Motivating a Reluctant Student
One of the biggest challenges we face is motivating students who are not necessarily motivated to begin with. There are numerous theories on motivation in the educational psychology realm. One of my favorites that I think helps explain the difficulty with motivation is intrinsic vs. extrinsic motivation. Understanding these two types of motivation can give good insight into your student’s troubles.
Intrinsic motivation is the motivation that drives us to do things simply because we want to do them or enjoy the process. Taking a walk on a gorgeous Sunday morning, playing basketball with your best friends, or staying up late to read your favorite novel are all activities driven mainly by intrinsic motivation. We do these activities because they bring us genuine joy, and we do them regardless of a reward. We will likely continue to do them in the future because we like them so much.
Intrinsic motivation has been strongly associated with many positive academic outcomes from increased grades to better behavior and positive social relationships. Simply put: students with intrinsic motivation tend to perform better in school.
Extrinsic motivation is motivation that is governed by outside influences. The first example that comes to mind is rewarding a student with $100 for every “A” she earns on her report card. Other examples can include rewards of video games, candy, or a later curfew. This type of reward system can provide immediate results, but their long-term effects are questionable at best. Students who typically rely on outside influences as their source of motivation are usually the ones who perform inconsistently.
Because it’s relatively easy to provide external rewards, parents and teachers rely on them to help shape their students’ habits. The vast majority of research, however, shows that this reward system has negative effects on students’ performance, behavior and effort, particularly in the long run.
What to Do?
Now that you can see the benefits of intrinsic motivation, we must focus on promoting it. Take for example the student who “hates” math. How do you get that student intrinsically motivated for the subject he despises and gives him the most trouble? There really is not an easy answer for this. Unlike extrinsic motivation, intrinsic motivation is a process that takes time. For some students it comes naturally and easily while others never quite grasp it. The following steps can help your student become intrinsically motivated.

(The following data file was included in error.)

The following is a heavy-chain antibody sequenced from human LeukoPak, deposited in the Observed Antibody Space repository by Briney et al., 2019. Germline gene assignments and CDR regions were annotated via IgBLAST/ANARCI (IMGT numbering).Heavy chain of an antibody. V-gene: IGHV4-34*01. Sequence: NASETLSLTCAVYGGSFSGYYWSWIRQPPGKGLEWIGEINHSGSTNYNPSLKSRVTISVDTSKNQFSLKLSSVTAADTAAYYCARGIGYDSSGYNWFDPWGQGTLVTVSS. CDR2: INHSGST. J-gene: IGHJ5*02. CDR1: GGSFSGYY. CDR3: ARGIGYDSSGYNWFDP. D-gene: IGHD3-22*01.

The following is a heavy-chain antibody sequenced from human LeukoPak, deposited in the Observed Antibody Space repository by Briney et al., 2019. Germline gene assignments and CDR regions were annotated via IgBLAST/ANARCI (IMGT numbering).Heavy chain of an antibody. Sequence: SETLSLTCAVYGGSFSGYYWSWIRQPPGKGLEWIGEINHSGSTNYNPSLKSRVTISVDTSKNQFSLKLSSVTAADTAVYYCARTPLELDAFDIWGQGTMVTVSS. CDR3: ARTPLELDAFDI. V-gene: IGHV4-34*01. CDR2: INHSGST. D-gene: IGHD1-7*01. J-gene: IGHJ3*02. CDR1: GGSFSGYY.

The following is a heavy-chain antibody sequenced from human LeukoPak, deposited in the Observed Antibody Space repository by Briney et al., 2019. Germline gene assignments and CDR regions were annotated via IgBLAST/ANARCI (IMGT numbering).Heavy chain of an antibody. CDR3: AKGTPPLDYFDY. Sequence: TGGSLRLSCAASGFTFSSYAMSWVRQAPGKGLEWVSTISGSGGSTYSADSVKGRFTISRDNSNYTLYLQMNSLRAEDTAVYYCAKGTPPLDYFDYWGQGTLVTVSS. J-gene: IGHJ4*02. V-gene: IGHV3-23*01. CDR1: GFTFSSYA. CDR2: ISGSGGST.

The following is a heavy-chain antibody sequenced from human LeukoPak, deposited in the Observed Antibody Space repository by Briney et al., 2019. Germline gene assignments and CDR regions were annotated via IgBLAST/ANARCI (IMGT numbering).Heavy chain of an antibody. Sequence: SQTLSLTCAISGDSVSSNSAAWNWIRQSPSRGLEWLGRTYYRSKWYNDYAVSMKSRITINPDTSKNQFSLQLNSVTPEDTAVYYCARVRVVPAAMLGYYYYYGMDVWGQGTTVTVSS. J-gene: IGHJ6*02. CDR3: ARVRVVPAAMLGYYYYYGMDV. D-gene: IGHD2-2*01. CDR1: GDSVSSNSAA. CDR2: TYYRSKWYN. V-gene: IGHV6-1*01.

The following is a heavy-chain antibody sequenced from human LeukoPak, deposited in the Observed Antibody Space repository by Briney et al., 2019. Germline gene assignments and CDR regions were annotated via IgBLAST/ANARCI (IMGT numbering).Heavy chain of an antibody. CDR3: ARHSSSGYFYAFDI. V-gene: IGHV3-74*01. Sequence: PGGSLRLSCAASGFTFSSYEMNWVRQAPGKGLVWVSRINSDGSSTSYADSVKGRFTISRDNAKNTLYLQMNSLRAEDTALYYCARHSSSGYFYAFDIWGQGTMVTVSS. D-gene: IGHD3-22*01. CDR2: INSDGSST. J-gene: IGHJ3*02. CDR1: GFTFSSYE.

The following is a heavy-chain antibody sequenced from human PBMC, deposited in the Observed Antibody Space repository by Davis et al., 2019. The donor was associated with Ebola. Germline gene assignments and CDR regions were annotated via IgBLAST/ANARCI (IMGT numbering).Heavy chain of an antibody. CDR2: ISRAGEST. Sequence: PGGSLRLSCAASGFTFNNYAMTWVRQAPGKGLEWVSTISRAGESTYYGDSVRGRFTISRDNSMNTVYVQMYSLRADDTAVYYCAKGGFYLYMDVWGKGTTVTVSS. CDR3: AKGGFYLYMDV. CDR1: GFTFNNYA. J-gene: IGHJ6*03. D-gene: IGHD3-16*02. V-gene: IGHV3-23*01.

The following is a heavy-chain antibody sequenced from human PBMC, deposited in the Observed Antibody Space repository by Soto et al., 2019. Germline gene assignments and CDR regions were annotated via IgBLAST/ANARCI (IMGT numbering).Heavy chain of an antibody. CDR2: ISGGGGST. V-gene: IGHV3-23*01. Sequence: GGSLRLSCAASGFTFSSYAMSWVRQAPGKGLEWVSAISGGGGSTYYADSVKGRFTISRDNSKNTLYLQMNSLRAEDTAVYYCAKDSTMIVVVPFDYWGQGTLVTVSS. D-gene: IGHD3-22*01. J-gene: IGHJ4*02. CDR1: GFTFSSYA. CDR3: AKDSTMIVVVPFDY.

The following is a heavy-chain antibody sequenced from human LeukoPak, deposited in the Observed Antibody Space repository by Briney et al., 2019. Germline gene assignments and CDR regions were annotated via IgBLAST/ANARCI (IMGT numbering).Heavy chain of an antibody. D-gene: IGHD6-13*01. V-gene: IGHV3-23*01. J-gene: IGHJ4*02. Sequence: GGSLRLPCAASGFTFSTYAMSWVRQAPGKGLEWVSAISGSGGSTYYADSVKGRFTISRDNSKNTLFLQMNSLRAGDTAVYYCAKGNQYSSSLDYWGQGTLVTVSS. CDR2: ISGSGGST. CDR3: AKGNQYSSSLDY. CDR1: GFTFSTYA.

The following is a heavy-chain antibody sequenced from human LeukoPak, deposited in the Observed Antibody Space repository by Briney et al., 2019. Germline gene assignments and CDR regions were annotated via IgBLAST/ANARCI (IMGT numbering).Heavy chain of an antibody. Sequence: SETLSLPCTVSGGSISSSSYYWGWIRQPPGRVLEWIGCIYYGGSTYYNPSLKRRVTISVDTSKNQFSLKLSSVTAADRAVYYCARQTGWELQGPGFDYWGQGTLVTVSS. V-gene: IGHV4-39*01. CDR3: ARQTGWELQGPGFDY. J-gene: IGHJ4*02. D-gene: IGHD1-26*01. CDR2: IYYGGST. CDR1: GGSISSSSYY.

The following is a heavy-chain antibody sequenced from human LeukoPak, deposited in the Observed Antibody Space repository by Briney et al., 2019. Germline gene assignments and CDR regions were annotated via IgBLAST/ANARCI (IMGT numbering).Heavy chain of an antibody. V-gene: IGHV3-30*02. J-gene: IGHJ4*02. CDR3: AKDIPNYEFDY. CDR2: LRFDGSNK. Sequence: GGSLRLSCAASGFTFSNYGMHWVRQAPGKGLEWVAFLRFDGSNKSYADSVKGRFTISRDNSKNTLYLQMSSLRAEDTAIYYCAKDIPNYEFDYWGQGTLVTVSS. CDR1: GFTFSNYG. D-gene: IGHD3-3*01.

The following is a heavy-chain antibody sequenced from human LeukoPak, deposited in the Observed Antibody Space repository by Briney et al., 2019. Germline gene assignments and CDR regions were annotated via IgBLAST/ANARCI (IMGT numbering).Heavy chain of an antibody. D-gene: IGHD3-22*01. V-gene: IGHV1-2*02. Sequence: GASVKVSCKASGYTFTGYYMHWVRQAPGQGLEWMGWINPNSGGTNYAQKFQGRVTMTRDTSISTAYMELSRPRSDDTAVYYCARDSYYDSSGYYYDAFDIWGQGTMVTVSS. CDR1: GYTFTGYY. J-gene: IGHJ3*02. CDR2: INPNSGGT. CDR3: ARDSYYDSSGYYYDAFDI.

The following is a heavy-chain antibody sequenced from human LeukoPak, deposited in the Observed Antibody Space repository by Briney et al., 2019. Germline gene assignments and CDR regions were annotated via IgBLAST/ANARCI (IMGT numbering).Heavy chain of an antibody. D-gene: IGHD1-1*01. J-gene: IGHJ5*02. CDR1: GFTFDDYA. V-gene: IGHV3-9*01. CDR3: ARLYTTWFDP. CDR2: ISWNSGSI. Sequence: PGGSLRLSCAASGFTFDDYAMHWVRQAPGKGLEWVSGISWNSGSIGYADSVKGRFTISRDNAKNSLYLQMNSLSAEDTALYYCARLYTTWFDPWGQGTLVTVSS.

1. Set realistic expectations – we cannot all be good at everything. To expect a student who struggles with math to earn A’s in all his math classes is unfair. It’s ok to acknowledge a student’s weaknesses and set realistic expectations for those subjects in which he struggles. This will help students from becoming discouraged, which is detrimental to intrinsic motivation.
2. Focus on the process, not the result – putting pressure on students to earn A’s is a natural form of extrinsic motivation. To promote intrinsic motivation we need to help students during the process that leads up to the assessment. Learning to study more effectively and efficiently will lead to greater intrinsic motivation to succeed. The natural result will most likely be higher grades.
3. Give praise, not rewards – when your student does perform well, make sure to tell him how proud you are. Rewarding him with praise will reinforce his intrinsic motivation and help build confidence. This confidence is essential; you do things you love because you expect to be good at them. External rewards, on the other hand, will quickly lose their value and thus effectiveness. With external rewards you run the risk of having to provide one any time you want your student to do well. This is not a sustainable way to work.
Motivating a reluctant student is by no means an easy task. It involves changing the student’s thought process and belief that he or she can be successful. Parents and mentors can help facilitate this process by identifying the student’s strengths and weaknesses and providing encouraging feedback. The natural result will be a student who understands the learning process and can adjust his plan no matter the subject.